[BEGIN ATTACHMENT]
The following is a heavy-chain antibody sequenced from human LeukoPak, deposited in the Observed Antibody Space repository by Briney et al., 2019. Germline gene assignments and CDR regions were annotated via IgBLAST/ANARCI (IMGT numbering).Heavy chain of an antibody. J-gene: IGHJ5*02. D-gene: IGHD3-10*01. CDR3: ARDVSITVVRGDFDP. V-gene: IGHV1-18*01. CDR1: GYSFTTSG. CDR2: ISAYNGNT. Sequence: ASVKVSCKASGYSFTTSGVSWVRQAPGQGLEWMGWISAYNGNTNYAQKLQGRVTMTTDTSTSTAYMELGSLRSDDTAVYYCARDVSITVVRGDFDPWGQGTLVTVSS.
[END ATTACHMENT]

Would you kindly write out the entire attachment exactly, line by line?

The following is a heavy-chain antibody sequenced from human LeukoPak, deposited in the Observed Antibody Space repository by Briney et al., 2019. Germline gene assignments and CDR regions were annotated via IgBLAST/ANARCI (IMGT numbering).Heavy chain of an antibody. J-gene: IGHJ5*02. D-gene: IGHD3-10*01. CDR3: ARDVSITVVRGDFDP. V-gene: IGHV1-18*01. CDR1: GYSFTTSG. CDR2: ISAYNGNT. Sequence: ASVKVSCKASGYSFTTSGVSWVRQAPGQGLEWMGWISAYNGNTNYAQKLQGRVTMTTDTSTSTAYMELGSLRSDDTAVYYCARDVSITVVRGDFDPWGQGTLVTVSS.